Home insurance also includes liability coverage for people who are hurt on your property.

  • Why should I buy tenant's insurance when I live in an apartment and don't have many contents or valuables?

    Why should I buy tenant's insurance when I live in an apartment and don't have many contents or valuables?

    Most people would be surprised at the value of their personal property if they were to add it up and have to replace it all immediately. Think about your furniture, clothing, electronic equipment-then try to put a price tag to it all. Also, if you've purchased items on credit and they are stolen or destroyed by fire, you could still have to make the payments.

    Tenants insurance also includes liability insurance for damage the tenants or their guests cause to the building, for injuries in the rented home, etc.

  • How can I earn PC® points?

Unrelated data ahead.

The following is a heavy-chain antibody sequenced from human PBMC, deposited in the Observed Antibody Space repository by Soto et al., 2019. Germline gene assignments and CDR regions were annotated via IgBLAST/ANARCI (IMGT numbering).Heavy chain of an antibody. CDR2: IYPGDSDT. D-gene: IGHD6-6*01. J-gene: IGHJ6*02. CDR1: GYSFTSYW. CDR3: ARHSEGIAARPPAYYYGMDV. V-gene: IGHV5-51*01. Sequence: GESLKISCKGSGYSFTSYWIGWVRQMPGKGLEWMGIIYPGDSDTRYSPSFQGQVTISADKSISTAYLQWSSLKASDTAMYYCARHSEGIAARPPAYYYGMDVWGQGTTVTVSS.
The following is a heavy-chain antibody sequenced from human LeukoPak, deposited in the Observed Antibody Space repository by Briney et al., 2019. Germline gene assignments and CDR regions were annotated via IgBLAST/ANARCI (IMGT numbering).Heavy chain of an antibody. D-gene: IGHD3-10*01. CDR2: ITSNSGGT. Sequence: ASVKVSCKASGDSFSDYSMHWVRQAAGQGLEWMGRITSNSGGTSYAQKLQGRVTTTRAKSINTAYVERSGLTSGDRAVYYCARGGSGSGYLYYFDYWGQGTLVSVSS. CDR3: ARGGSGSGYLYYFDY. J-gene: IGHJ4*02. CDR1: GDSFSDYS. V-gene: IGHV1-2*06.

How can I earn PC® points?

    When you use your President's Choice Financial® MasterCard® to pay your PC home insurance premium, you'll get 20 PC points per dollar of your premium. If you use your President's Choice Financial bank card to pay your PC home insurance premium, you'll get 10 PC points per dollar of your premium.

  • What is a deductible?

    What is a deductible?

    A deductible is your share of the amount that needs to be paid to cover the repair or replacement of your covered property before your insurance pays the rest.

  • How are premiums calculated?

    How are premiums calculated?

    The building itself has a lot to do with how your home insurance premiums are set. Many things about your home are taken into consideration including:

    • Its age and size
    • Type of building (detached, semi, high rise, etc)
    • Type of construction (brick, stucco, wood, etc)
    • Type of heating system
    • How close it is to a fire hydrant or fire station
    • Where it is located

See all Home Insurance FAQs